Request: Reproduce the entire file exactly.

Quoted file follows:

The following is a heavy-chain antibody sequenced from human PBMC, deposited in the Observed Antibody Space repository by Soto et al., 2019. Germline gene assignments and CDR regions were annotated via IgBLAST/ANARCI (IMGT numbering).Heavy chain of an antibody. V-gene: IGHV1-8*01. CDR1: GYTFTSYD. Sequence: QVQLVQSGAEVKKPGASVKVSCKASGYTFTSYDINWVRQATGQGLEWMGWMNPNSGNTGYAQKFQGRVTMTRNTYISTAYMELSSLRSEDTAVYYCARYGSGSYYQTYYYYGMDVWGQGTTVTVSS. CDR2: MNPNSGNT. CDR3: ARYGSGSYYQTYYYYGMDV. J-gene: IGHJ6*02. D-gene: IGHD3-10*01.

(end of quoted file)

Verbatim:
The following is a heavy-chain antibody sequenced from human PBMC, deposited in the Observed Antibody Space repository by Soto et al., 2019. Germline gene assignments and CDR regions were annotated via IgBLAST/ANARCI (IMGT numbering).Heavy chain of an antibody. V-gene: IGHV1-8*01. CDR1: GYTFTSYD. Sequence: QVQLVQSGAEVKKPGASVKVSCKASGYTFTSYDINWVRQATGQGLEWMGWMNPNSGNTGYAQKFQGRVTMTRNTYISTAYMELSSLRSEDTAVYYCARYGSGSYYQTYYYYGMDVWGQGTTVTVSS. CDR2: MNPNSGNT. CDR3: ARYGSGSYYQTYYYYGMDV. J-gene: IGHJ6*02. D-gene: IGHD3-10*01.